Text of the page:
On national duty, visiting West Indian cricketer trying to trace roots in India

S. N. M. Abdi
S. N. M. Abdi - Special to Al Arabiya English
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The West Indian cricket team is currently touring India and Devendra Bishoo is its star leg-spinner.

But besides taking wickets, scoring runs and taking the odd catch, Bishoo has an equally important goal off the field – he is determined to trace his family roots in India.

The 32-year-old star cricketer’s ancestors were shipped from British India to Guyana in the West Indies in the mid-19th century to work as indentured laborers in sugarcane plantations.

In those days, impoverished Indians grabbed the opportunity to go to the Caribbean to earn a livelihood; tens of thousands of men and women happily undertook the long sea voyage to begin life afresh after signing employment agreements with contractors.

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Their descendants have retained their distinct culture and religious rituals for generations. Many names and surnames are a dead giveaway, not to speak of their physical appearance.

And it’s pretty common for Indian-origin families in the Caribbean to undertake journeys of discovery to the land of their forefathers. Moreover India’s External Affairs Ministry runs a full-fledged scheme called "Tracing the Roots” to facilitate the diaspora’s home-coming.

But tracing ancestral roots can be a really time-consuming exercise as getting hold of migration records or genealogical tables is often next to impossible. So the whole venture can be hit-or-miss, depending on luck. Bishoo, however, thinks that he has homed in on the precise region in India where his ancestors migrated from.

Bishoo bowls during the first One-Day International (ODI) cricket match between England and the West Indies at Old Trafford, Manchester, on September 19, 2017. (AFP)
Bishoo bowls during the first One-Day International (ODI) cricket match between England and the West Indies at Old Trafford, Manchester, on September 19, 2017. (AFP)

More or less sure

“I am more or less sure my family was Gujarati”, Bishoo told The Indian Express after spending a few days in Rajkot – Gujarat’s fourth-largest city – where the first India-West Indies Test was played from October 4-8.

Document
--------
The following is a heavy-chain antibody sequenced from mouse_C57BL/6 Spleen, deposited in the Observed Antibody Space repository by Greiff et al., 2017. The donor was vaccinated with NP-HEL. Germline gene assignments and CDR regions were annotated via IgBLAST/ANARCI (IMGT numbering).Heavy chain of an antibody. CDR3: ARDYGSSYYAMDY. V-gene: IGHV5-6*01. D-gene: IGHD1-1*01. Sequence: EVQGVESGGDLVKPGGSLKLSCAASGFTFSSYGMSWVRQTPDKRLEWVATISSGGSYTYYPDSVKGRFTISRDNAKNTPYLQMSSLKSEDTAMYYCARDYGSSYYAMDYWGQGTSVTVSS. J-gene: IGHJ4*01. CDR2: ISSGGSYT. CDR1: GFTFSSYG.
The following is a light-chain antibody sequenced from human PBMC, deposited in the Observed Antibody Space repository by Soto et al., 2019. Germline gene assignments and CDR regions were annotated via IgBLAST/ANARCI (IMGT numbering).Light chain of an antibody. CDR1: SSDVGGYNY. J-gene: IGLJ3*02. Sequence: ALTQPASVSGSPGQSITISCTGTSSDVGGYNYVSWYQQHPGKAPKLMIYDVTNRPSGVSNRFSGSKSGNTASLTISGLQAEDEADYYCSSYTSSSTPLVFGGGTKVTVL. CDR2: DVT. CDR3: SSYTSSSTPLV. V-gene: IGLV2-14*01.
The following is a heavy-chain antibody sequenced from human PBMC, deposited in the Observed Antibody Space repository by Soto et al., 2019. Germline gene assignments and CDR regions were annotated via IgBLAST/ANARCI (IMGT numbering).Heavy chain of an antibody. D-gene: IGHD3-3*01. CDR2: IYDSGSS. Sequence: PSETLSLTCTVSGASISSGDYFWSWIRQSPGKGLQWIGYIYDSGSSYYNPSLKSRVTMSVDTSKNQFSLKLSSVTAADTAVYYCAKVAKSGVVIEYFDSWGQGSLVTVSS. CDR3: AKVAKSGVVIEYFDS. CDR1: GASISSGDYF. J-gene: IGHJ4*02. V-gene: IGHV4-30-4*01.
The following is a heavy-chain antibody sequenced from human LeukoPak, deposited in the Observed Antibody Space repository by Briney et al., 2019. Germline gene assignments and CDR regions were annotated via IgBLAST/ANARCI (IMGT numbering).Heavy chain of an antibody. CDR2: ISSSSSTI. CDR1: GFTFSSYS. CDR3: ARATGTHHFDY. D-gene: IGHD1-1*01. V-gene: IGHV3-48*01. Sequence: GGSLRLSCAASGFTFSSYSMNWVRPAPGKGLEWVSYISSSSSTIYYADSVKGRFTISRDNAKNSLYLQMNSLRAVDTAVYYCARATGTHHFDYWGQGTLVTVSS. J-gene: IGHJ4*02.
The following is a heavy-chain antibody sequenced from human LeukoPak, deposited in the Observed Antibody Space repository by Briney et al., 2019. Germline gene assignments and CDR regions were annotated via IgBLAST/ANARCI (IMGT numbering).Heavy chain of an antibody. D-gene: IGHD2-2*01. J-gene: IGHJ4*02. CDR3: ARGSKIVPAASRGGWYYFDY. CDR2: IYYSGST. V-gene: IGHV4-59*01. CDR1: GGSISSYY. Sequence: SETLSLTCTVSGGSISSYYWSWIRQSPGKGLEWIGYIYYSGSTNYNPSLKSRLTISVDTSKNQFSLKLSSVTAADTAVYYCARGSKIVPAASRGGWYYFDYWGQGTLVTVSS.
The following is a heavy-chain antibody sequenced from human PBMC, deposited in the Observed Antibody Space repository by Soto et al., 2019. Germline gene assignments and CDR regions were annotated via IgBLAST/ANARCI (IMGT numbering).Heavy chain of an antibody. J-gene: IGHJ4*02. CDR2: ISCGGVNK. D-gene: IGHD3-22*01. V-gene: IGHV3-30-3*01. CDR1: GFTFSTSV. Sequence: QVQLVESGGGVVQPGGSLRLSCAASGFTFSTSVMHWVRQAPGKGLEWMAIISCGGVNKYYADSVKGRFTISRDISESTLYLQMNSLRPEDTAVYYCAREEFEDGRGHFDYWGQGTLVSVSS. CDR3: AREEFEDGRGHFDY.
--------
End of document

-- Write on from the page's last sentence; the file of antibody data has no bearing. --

“My pandit (Hindu priest) back home [in Guyana), Shamkumar, had suggested that we came from Gujarat. And from the names I heard in Rajkot, and the fact that it’s closer to the sea where they would have taken boats from, I’m more or less sure my family was Gujarati.”

But a reunion with relatives in Gujarat remains a distant dream because he still doesn’t know his great-grandfather’s actual name – and that’s an insurmountable obstacle in the path of tracking down his relatives or exactly where in Gujarat his great-grandfather lived before migrating to Guyana.

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“The closest I have come is discovering for sure that Bishoo wasn’t our original family name. The British couldn’t spell the long Indian names back then. My grandfather took his father’s first name, or whatever they called him, and then my father did the same, and along the way it just got messed up,” he said.

The British introduced cricket in both their colonies – India and West Indies. The latter ruled the world of cricket from the 1970s to 1990s. And before Bishoo, many other Indian-origin cricketers have played for the West Indies team.

Notable among them are legends like Denesh Ramdin, Rohan Kanhai, Alvin Kallicharan, Ramnaresh Sarwan and Shivnarine Chanderpaul. A recent study revealed that out of 297 West Indies Test cricketers, 32 were of Indian origin accounting for a sizeable 10.77 percent.

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